Vulnerability is an inherent part of starting a business. You will have no clue what you are doing when you first start out. Embrace this, and take every opportunity to learn. The time for real learning is at the beginning. Get better at the soft skills of business early on: conflict management, communication, priority management, and coaching.
The Groutsmith Franchise recommends contacting current franchisees because this is a crucial step of the research process that you should not ignore. The current franchisees can address your questions or concerns you have based on their personal experience. You can find the contact information for past, current, and future franchisees in the Franchise Disclosure Document (FDD).
According to Internicola Law Firm, most franchise buyers often make the mistake of committing too early to the franchise that they want to buy while forgoing the proper due diligence process. Some franchise buyers who make a mental commitment to buy the franchise too soon often see the due diligence process as a mere formality, and tend to overlook the red flags that could cause future problems.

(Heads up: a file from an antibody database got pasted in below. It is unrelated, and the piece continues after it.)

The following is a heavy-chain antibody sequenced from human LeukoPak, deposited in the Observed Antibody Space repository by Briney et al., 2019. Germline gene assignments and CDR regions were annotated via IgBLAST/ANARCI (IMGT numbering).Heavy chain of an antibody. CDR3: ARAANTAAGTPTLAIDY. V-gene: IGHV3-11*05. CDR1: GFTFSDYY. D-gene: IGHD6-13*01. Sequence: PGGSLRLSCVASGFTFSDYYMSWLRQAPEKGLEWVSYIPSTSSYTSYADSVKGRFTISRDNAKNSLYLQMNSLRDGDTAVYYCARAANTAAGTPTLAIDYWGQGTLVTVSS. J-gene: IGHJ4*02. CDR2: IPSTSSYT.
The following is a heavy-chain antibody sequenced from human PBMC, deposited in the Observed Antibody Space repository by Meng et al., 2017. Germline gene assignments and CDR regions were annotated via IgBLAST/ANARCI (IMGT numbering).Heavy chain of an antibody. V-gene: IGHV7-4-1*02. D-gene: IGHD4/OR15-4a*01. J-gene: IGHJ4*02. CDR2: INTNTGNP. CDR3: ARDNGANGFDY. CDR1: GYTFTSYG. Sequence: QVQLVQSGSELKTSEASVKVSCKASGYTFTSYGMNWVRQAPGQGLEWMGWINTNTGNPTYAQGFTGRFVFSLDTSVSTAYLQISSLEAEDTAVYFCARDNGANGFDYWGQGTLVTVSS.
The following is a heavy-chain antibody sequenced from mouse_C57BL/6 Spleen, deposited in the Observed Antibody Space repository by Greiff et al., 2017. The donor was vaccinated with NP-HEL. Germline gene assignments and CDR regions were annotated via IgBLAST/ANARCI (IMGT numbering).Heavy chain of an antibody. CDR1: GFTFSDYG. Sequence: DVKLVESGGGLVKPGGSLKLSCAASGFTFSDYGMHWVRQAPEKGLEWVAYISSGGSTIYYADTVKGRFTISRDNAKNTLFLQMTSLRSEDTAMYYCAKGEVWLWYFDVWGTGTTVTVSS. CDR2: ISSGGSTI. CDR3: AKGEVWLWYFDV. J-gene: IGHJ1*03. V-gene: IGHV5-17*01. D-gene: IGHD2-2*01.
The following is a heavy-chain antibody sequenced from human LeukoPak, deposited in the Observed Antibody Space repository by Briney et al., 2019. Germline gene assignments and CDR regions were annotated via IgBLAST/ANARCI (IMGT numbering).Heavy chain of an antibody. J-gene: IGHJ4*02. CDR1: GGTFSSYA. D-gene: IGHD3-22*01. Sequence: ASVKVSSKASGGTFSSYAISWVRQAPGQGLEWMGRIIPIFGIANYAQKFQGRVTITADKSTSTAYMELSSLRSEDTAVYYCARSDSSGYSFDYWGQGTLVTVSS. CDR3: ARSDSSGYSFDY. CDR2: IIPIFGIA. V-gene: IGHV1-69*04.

Some franchisees think that the more franchises exist in a chain, the more successful they all must be. However, this is not always the case. Sometimes, this can even cause each franchisee to steal business from others. According to The Franchise Doctor, there may be better franchisors in the same industry even though they do not have many existing franchise units. It’s better to check and evaluate the satisfaction level of the existing franchisees to know if it’s indeed the best franchisor for you.
According to Franchise Business Review, over-investing can be very risky, especially without a proper budget plan to keep you on track. Make sure to have a reliable budgeting tool and create a basic and realistic budget plan before deciding how much time and money you should invest.
Just like any other kind of business, it’s important to have a backup plan in case things don’t go as you wanted. If you don’t plan for what happens when you fail, you could lose even more money. Upcounsel recommends planning for unexpected things like terminating a lease early or the need to close the business before the contract ends.
Although most franchises are considered as established businesses, buying one doesn’t eliminate all the risk of starting and running a small business. Learning from other people’s experience and mistakes will help lessen these risks. If you’re planning on starting a franchise, make sure to avoid the above common mistakes franchise buyers often make.